Try substituting "since" for "if" to see how this would sound in English. Craddock says Jesus is giving them "an indirect affirmation of the faith they have and an invitation to live and act out in that faith. They ask for an increase in their faith. He says that the faith you already have is effective and powerful beyond your present realization."

Do we deserve any special praise for following Christ? for accomplishing what he has required of us? Or, as Christ's servants, aren't we when we think of ourselves as doing good as dramatic as getting a tree to jump in the lake, aren't we even then just doing our job, just doing what Christ's servants are to do?

Psalm 83:1-18
At those times that we feel under attack and that God is not paying enough attention to us, we can pray this psalm. Remembering those times that God has gotten rid of enemies for other people, we can ask for God to get rid of those who are harming us. The psalm concludes with a reminder (to the psalmist or to God?) that the wrongdoers need to know God.

Proverbs 13:1

Prayer for Today: O Lord, remind us when we need it of our faith in you and remind us that we can and are supposed to use that faith. Amen.

Permanent link to this article: http://methoblog.com/3_0/2014/04/reflection-on-readings-for-april-14/

Apr 13 2014

Sunday's Child: Reflection on readings for April 13

Original post at http://suewhitt.blogspot.com/2014/04/reflection-on-readings-for-april-13.html


O God, You have taken your place in the divine council;
In the midst of the gods, you hold judgment:
"How long will you judge unjustly
and show partiality to the wicked?"
(adapted from Psalm 82:1-2)

Joshua 7:16-9:2

Luke 16:1-18
Jesus told his disciples a parable about a rich man about to fire his manager who had been accused of squandering his property. I don't know if that mean incompetence or dishonesty or if it matters.

When his boss demands an accounting, the manager knows that he has no defense. And, he doesn't think he's going to be able to get a job as good as the one he has. The only prospects he sees are manual labor or begging.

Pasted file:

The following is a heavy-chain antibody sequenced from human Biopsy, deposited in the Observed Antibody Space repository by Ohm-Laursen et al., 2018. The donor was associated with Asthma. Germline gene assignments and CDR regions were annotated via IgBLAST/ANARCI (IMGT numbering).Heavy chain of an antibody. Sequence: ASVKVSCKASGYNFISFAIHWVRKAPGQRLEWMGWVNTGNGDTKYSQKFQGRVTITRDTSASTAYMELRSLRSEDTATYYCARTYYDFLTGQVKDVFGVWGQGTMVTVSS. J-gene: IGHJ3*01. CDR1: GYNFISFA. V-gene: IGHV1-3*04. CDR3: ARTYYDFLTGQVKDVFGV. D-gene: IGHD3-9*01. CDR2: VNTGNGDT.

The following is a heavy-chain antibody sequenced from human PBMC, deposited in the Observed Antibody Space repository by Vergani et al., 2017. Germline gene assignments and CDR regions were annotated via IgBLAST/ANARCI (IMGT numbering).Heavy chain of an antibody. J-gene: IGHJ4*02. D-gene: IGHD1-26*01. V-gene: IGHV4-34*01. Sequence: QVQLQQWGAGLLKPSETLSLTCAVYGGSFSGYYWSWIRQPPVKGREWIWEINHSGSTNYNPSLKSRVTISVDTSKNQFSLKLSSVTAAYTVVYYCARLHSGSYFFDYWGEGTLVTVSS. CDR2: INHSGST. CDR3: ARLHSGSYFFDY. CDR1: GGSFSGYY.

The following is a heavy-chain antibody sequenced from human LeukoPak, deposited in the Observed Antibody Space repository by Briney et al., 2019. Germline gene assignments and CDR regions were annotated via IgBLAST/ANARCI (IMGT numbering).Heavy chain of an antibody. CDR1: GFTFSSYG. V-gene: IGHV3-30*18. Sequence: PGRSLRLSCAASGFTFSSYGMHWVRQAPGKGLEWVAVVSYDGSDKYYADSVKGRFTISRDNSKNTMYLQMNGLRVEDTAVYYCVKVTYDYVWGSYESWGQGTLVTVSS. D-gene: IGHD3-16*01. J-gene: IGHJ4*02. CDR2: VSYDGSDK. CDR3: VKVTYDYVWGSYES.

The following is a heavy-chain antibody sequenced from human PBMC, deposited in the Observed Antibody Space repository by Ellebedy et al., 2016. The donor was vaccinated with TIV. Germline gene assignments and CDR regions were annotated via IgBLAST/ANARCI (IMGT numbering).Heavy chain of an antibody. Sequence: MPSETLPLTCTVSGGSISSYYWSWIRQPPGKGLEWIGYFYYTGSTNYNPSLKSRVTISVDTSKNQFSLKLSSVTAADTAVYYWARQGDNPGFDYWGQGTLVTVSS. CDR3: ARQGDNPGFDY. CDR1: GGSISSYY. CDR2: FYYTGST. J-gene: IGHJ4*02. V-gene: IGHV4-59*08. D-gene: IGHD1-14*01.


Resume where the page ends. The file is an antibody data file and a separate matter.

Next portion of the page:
Since, he doesn't want to do either of those, he comes up with an alternative plan. He summons each of his master's creditors and reduces the amount they owe. Whatever his previous shortcomings had been, this act is certainly dishonest. He has been entrusted with the care of someone else's resources, and he is misusing them to satisfy his own needs.

How are we to interpret this parable? One alternative is to assume that the boss represents God and that the manager represents the church. We treat the world and the goods in it as if they are ours. We use them for our own benefit, or we waste them without considering whose they really are. How would we react if God called us to account? How would we try to justify our decisions and our behavior?

The manager in the parable took actions that would prevent the master from getting his due. In what ways, do we that make up the church act that would limit what the world understands about God?

An employee had abused the trust of his employer and had been caught. The boss told him he was going to be fired. So, the employee figured out a way to get more of his boss's money while he could.

That story is not particularly shocking to modern readers, and I doubt it would have been then, either.